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Suppose we draw a histogram of the distribution of all the possible sample averages drawn with replacement from the set $\{1,2,7,8,14,20 \}$. I know that $\frac{1+2+7+8+14+20}{6}$ has the highest chance of occurring.

So this average would be the peak? Can we say that this distribution is unimodal? Do we know which averages are least likely to occur? I intuitively think that numbers that are all the same have the least probability of occurring. This seems to be similar to Zipf's Law or Benford's Law.

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The value of a random variable that has maximum probability is called its mode and should not be confused with its mean. In particular, the mean is not necessarily a value that the random variable takes on. Example: $X$ takes on values $0$ and $1$ with probabilities $\frac{1}{4}$ and $\frac{3}{4}$ respectively. The mode is $1$ while the mean is $\frac{3}{4}$. –  Dilip Sarwate Dec 29 '11 at 1:27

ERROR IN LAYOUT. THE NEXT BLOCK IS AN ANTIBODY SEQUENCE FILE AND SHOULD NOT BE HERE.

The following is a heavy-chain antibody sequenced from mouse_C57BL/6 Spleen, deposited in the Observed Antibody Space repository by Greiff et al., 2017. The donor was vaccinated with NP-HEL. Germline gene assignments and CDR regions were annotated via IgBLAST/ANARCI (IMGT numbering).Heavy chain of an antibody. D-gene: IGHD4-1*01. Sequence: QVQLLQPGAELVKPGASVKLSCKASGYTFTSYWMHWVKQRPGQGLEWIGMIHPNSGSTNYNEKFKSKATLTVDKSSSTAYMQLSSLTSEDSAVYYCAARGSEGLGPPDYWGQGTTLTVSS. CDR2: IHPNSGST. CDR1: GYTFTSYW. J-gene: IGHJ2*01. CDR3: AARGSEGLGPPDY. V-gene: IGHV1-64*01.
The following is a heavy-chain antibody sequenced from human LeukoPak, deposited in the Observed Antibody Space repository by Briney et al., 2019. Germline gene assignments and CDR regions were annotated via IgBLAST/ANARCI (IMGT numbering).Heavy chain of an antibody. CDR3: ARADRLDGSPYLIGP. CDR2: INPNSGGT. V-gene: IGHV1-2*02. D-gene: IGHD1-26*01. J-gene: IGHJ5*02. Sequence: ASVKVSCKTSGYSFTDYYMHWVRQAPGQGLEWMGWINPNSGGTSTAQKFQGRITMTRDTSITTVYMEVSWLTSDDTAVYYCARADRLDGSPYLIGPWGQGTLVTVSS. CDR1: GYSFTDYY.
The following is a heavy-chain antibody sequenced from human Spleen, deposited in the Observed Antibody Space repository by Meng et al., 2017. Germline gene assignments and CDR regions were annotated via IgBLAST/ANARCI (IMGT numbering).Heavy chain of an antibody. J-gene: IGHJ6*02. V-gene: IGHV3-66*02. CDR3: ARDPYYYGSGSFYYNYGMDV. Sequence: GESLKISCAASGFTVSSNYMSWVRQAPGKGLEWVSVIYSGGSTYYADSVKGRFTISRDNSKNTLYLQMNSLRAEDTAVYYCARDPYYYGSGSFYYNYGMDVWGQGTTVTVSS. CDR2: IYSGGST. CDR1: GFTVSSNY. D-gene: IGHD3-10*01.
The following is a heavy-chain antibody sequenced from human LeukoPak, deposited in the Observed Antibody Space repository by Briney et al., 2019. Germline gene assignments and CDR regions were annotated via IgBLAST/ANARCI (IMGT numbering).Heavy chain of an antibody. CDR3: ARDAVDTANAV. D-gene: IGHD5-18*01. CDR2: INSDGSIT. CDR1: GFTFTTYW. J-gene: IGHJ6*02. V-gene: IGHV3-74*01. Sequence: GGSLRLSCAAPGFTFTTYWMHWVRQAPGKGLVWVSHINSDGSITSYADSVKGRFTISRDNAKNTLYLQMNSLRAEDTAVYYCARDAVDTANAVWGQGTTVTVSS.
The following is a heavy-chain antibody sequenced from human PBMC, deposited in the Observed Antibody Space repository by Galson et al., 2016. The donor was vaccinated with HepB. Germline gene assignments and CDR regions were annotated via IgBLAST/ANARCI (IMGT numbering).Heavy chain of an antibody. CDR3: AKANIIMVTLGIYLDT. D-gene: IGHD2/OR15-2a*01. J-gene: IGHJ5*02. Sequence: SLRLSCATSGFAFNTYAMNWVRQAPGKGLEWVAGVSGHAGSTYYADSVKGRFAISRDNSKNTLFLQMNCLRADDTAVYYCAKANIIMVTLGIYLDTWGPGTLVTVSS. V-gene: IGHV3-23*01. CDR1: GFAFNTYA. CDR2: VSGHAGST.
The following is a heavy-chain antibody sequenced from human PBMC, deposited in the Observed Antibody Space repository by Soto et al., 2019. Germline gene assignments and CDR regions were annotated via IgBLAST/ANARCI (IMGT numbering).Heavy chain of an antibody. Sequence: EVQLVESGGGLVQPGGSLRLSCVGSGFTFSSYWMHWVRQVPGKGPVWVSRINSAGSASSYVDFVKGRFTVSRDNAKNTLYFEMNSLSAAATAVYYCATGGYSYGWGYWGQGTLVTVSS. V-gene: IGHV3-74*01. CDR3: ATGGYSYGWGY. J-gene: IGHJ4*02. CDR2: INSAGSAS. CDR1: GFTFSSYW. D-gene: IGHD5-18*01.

In this case, though, the average of all the points is indeed the most likely average (though not by much). I'm trying to construct an example where this is not the case, but failing, and I can't seem to prove that the average of the most likely set is always the most likely average (which seems unlikely in general). –  Lopsy Dec 29 '11 at 1:41
    
When you say "sample averages drawn with replacement from {1,2,7,8,14,20}" how many samples are you considering? Your set has six elements, but you could form a sample average from any number of draws greater than zero. In particular, if you only have one sample then there are six equally likely values for the sample average. –  Chris Taylor Dec 29 '11 at 8:18

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